Catalytic converter theft is a serious problem that, for some reason, isn’t getting nearly the media attention it should.
According to data posted by KSBY-6 reported that in California, State Farm Insurance handled approximately 4,507 catalytic converter thefts in 2020. The total payout for these claims was roughly $10.8 million. The numbers doubled in 2021. Those were just the claims reported to a single insurance company.
In 2022, a national catalytic convertor theft ring was taken down in a federal investigation. The investigation led to the arrest of twenty-one individuals and the seizure of millions of dollars worth of assets.
The organization was operating in the following ways:
- New York
- New Jersey
- North Carolina
The catalytic converter’s purpose is to reduce noise and air pollution. It’s safe to say that the thieves aren’t worried about either of these issues. There are a few reasons that catalytic convertors appeal to thieves. The first is that the sale of the convertors generates a high ROI. The second is that since it only takes a clever thief a few seconds to steal the catalytic converter, there is little chance they’ll get caught. According to cars.com, depending on the situation, a stolen catalytic converter has a street value that ranges from $140 to $1,500.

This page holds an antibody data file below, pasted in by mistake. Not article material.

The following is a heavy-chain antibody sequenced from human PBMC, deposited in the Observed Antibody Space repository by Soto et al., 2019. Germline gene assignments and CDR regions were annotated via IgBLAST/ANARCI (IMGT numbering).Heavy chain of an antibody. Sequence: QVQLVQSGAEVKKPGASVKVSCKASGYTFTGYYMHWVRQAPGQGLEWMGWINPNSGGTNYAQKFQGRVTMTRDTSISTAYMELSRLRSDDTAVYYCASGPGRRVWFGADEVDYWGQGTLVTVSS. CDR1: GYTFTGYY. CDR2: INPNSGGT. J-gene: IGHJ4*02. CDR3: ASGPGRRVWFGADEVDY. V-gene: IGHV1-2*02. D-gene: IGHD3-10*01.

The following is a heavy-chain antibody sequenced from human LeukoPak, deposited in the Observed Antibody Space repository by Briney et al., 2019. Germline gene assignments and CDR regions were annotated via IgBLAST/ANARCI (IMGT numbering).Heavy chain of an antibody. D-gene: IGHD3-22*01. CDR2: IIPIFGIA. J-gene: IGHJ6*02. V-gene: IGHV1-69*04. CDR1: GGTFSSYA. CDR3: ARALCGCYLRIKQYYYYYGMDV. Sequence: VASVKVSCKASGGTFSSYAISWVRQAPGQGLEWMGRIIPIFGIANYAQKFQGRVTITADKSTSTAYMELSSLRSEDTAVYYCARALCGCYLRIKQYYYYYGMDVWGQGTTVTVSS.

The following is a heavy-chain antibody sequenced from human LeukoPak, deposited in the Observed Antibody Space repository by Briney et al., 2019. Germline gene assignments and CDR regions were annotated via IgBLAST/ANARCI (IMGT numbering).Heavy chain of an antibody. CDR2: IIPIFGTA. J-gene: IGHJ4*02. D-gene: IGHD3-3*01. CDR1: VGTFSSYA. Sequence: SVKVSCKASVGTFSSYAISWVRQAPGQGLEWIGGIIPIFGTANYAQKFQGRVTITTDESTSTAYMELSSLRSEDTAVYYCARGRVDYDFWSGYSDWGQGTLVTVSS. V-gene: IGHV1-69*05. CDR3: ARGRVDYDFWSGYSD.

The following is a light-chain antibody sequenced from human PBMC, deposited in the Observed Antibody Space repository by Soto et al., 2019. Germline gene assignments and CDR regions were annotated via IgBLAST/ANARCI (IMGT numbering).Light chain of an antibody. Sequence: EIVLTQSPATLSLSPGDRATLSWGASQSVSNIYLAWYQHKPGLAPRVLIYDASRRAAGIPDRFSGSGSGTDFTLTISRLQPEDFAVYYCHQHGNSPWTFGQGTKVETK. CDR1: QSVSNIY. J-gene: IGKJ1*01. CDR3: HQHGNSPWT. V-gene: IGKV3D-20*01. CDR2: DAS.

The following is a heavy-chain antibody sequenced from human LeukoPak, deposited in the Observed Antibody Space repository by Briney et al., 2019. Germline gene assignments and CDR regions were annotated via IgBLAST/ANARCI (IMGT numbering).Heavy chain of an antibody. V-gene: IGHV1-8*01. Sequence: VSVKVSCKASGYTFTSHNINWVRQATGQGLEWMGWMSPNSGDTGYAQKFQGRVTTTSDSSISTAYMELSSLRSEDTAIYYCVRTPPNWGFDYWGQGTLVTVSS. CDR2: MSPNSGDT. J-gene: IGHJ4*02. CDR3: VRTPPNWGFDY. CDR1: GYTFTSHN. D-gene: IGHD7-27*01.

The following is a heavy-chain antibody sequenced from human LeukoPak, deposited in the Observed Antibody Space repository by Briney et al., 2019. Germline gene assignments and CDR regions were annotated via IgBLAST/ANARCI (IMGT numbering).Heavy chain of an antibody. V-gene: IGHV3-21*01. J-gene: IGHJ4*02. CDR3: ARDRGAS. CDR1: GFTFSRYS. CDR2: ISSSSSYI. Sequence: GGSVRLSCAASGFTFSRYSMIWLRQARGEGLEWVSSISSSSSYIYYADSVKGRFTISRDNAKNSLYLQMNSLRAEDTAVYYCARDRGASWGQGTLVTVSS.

When someone is caught stealing a catalytic converter, they’ll usually be charged with petty or grand theft. Petty theft is a misdemeanor charge in California. Grand theft is a felony.
What determines whether you’re charged with petty or grand theft after getting caught stealing a catalytic converter in California is the value of the convertor (or convertors if you have multiple catalytic convertors on you.) You’ll be charged with petty theft if the total value is less than $950. If the value exceeds $950, you’ll be charged with grand theft in California.
Whether you’re charged with grand or petty theft, your sentence may include some jail time and a fine. However, depending on your criminal history, the nature of the theft, and some other variables, the judge may opt for probation rather than jail time.